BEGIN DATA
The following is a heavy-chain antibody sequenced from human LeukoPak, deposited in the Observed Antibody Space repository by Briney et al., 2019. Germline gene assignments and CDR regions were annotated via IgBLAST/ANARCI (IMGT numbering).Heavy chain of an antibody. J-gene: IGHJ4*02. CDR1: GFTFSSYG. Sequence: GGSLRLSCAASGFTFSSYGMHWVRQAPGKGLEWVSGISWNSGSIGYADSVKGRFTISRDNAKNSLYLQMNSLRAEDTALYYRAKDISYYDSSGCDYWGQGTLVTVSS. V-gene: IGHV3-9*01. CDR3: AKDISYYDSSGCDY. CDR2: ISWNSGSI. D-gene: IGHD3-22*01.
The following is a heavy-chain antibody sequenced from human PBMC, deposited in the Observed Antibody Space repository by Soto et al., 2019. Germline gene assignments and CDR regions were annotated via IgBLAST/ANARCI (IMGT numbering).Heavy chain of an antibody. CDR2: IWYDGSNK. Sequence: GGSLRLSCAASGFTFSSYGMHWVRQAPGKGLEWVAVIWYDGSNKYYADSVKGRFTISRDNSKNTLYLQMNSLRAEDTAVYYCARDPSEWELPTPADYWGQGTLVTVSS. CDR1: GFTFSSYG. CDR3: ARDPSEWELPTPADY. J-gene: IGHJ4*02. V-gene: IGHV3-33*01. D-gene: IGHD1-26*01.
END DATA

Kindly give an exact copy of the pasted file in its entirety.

The following is a heavy-chain antibody sequenced from human LeukoPak, deposited in the Observed Antibody Space repository by Briney et al., 2019. Germline gene assignments and CDR regions were annotated via IgBLAST/ANARCI (IMGT numbering).Heavy chain of an antibody. J-gene: IGHJ4*02. CDR1: GFTFSSYG. Sequence: GGSLRLSCAASGFTFSSYGMHWVRQAPGKGLEWVSGISWNSGSIGYADSVKGRFTISRDNAKNSLYLQMNSLRAEDTALYYRAKDISYYDSSGCDYWGQGTLVTVSS. V-gene: IGHV3-9*01. CDR3: AKDISYYDSSGCDY. CDR2: ISWNSGSI. D-gene: IGHD3-22*01.
The following is a heavy-chain antibody sequenced from human PBMC, deposited in the Observed Antibody Space repository by Soto et al., 2019. Germline gene assignments and CDR regions were annotated via IgBLAST/ANARCI (IMGT numbering).Heavy chain of an antibody. CDR2: IWYDGSNK. Sequence: GGSLRLSCAASGFTFSSYGMHWVRQAPGKGLEWVAVIWYDGSNKYYADSVKGRFTISRDNSKNTLYLQMNSLRAEDTAVYYCARDPSEWELPTPADYWGQGTLVTVSS. CDR1: GFTFSSYG. CDR3: ARDPSEWELPTPADY. J-gene: IGHJ4*02. V-gene: IGHV3-33*01. D-gene: IGHD1-26*01.